Corzine and regulator worked together at Goldman
WASHINGTON (AP) — The lead regulator investigating the collapse of Jon Corzine's securities firm, MF Global, worked alongside him for 18 years at Goldman Sachs Group Inc. The two later collaborated to pass a law intended to prevent accounting scandals.
Gary Gensler, chairman of the Commodity Futures Trading Commission, rose to become Goldman's co-head of finance before leaving in 1997. Corzine left Goldman in 1999, after serving as chairman and CEO.
The two later collaborated when Corzine was a senator and Gensler worked on Capitol Hill. As a key staffer for Sen. Paul Sarbanes, D-Md., Gensler advised Sarbanes on the accounting law that bears his name. At the time, Corzine was a Democratic senator from New Jersey.
Several experts in corporate governance said Gensler should recuse himself from the investigation to avoid the appearance of a conflict.
"I'm not sure what other options there are," said Naveen Reddy, a research analyst with the firm GMI Inc. "Gensler is a highly qualified guy, but these cozy relationships tend to taint the oversight in these big blowups."
Representatives for Gensler and Corzine declined to comment on their relationship or to say whether Gensler should recuse himself from the investigation.
At a conference last year, Gensler began his remarks by thanking Corzine.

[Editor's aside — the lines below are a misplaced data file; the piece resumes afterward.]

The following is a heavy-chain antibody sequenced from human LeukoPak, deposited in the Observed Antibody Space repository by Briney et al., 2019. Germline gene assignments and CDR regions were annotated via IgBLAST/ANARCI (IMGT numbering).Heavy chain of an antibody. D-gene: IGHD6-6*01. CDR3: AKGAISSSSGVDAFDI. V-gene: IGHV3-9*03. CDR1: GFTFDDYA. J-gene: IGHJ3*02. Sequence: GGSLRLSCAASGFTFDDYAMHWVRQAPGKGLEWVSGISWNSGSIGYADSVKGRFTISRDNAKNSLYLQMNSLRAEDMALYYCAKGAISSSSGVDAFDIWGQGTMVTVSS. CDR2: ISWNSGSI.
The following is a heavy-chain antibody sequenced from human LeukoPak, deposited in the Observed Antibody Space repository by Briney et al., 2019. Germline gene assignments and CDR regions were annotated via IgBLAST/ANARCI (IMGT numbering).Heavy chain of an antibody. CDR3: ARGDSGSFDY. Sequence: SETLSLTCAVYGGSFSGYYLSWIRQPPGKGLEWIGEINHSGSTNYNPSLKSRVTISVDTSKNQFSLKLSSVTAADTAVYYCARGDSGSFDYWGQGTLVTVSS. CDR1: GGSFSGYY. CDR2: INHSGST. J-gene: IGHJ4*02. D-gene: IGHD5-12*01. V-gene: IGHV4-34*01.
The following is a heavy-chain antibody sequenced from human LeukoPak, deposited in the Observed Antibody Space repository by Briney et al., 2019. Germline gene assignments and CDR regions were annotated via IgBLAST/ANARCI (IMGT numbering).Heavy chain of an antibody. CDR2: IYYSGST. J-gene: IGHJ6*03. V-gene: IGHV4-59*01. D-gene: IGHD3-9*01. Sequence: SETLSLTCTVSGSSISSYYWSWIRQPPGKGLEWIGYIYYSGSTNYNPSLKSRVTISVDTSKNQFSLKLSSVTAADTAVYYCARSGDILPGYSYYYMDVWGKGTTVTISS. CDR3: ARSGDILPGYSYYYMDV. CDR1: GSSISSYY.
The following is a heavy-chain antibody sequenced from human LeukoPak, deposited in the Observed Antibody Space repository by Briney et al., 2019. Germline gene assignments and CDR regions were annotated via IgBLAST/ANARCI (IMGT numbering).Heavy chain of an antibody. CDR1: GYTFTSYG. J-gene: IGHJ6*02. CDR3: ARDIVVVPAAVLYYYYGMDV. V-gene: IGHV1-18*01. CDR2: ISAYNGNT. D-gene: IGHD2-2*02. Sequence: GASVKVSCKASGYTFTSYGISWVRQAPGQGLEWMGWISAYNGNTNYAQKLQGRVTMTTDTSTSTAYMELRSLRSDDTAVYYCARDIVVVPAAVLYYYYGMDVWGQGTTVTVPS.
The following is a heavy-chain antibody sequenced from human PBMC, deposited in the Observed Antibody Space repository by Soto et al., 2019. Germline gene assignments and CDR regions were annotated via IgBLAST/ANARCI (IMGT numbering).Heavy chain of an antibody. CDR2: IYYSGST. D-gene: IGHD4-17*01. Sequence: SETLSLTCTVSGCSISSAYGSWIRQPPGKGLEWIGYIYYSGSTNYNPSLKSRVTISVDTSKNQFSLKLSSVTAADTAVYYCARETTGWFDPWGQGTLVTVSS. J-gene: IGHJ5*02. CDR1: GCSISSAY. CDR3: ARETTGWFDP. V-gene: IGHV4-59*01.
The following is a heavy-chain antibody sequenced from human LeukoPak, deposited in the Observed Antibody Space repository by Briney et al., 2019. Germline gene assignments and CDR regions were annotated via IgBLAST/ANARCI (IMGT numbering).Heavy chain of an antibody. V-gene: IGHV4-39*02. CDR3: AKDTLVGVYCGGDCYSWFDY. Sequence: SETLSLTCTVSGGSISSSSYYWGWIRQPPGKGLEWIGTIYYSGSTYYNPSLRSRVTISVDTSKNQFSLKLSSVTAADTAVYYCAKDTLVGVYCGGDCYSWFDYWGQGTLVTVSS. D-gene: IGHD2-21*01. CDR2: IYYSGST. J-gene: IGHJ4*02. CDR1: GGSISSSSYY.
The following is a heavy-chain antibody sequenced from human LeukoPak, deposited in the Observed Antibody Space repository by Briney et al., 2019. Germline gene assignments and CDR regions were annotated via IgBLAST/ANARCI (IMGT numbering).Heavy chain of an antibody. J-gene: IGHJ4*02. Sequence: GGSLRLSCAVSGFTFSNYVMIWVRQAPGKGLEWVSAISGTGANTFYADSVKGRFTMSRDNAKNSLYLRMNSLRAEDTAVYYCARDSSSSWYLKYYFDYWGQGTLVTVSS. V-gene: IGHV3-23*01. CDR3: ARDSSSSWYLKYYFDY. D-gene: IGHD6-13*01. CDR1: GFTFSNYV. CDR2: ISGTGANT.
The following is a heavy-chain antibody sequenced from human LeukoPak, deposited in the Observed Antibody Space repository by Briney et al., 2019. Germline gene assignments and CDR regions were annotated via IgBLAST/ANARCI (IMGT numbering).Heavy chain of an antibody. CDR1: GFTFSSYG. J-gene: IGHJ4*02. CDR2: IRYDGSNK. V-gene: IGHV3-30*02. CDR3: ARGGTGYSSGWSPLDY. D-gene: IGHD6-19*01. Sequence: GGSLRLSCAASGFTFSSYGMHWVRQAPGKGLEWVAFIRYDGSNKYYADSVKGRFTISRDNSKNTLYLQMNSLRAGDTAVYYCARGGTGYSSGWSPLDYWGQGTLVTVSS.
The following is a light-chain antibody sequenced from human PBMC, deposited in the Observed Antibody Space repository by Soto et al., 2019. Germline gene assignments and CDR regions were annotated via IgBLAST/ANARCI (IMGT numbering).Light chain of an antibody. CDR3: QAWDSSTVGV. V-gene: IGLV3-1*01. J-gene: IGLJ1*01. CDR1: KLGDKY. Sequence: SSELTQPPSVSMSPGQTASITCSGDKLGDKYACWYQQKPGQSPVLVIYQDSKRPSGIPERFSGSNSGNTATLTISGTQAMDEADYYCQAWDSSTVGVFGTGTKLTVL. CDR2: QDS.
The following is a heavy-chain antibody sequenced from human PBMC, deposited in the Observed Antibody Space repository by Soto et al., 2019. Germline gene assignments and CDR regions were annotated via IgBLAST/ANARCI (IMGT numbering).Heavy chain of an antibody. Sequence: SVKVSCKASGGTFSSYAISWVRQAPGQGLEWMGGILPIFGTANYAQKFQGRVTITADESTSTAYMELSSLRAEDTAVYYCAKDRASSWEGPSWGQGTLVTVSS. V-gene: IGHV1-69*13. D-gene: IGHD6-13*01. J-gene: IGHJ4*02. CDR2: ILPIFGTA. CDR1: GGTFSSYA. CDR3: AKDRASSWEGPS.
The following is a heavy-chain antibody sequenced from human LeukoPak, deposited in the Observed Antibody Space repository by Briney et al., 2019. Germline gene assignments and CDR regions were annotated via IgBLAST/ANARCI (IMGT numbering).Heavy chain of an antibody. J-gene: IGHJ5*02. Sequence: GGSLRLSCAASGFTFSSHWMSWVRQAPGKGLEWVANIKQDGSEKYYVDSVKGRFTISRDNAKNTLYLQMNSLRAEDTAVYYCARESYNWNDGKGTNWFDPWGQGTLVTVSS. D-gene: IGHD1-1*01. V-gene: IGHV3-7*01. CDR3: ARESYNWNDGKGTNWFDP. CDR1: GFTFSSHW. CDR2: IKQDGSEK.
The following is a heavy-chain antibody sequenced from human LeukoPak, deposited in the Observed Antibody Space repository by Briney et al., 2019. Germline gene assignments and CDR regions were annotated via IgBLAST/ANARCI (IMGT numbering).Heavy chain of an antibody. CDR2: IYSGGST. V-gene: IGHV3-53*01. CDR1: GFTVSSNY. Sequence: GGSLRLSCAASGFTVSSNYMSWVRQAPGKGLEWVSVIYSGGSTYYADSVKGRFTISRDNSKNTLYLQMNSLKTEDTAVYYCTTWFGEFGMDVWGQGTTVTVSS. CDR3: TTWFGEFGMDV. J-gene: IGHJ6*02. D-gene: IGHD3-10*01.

"I had the privilege of working with Jon. . . . he played a significant role in what later became the Sarbanes-Oxley Act," Gensler said. "When the full Senate voted on the bill, if memory serves, Jon was sitting in the presiding chair, and I was staffing Chairman Sarbanes on the floor."
MF Global admitted early Monday morning that it had diverted client money as its financial woes intensified. Gensler said Thursday that keeping clients' money separate from company assets is the "core foundation" of consumer protection for investors.
"You don't put your hand in the cash register; you just don't," Gensler told a Senate panel.
MF Global filed for bankruptcy protection on Monday after a disastrous bet on European debt spooked its investors and trading partners.
AP Business Writer Marcy Gordon and AP News Researcher Judith Ausuebel in New York contributed to this report.